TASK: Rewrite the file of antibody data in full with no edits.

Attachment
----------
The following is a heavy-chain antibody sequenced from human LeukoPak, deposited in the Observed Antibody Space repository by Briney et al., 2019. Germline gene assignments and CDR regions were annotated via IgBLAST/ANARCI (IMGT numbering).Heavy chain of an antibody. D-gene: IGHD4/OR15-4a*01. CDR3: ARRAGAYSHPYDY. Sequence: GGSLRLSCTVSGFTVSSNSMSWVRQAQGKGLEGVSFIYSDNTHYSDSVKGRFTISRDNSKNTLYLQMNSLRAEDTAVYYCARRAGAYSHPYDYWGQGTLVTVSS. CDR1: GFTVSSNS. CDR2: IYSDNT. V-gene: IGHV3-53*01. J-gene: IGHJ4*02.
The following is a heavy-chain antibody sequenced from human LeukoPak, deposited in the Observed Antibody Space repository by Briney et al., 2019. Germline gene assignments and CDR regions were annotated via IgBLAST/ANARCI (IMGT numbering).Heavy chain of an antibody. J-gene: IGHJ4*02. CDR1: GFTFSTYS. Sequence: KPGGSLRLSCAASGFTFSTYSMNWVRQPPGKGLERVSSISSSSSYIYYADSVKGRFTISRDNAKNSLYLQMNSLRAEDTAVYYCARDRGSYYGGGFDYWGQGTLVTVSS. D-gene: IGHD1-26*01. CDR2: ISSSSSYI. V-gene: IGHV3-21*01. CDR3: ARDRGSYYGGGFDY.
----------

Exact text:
The following is a heavy-chain antibody sequenced from human LeukoPak, deposited in the Observed Antibody Space repository by Briney et al., 2019. Germline gene assignments and CDR regions were annotated via IgBLAST/ANARCI (IMGT numbering).Heavy chain of an antibody. D-gene: IGHD4/OR15-4a*01. CDR3: ARRAGAYSHPYDY. Sequence: GGSLRLSCTVSGFTVSSNSMSWVRQAQGKGLEGVSFIYSDNTHYSDSVKGRFTISRDNSKNTLYLQMNSLRAEDTAVYYCARRAGAYSHPYDYWGQGTLVTVSS. CDR1: GFTVSSNS. CDR2: IYSDNT. V-gene: IGHV3-53*01. J-gene: IGHJ4*02.
The following is a heavy-chain antibody sequenced from human LeukoPak, deposited in the Observed Antibody Space repository by Briney et al., 2019. Germline gene assignments and CDR regions were annotated via IgBLAST/ANARCI (IMGT numbering).Heavy chain of an antibody. J-gene: IGHJ4*02. CDR1: GFTFSTYS. Sequence: KPGGSLRLSCAASGFTFSTYSMNWVRQPPGKGLERVSSISSSSSYIYYADSVKGRFTISRDNAKNSLYLQMNSLRAEDTAVYYCARDRGSYYGGGFDYWGQGTLVTVSS. D-gene: IGHD1-26*01. CDR2: ISSSSSYI. V-gene: IGHV3-21*01. CDR3: ARDRGSYYGGGFDY.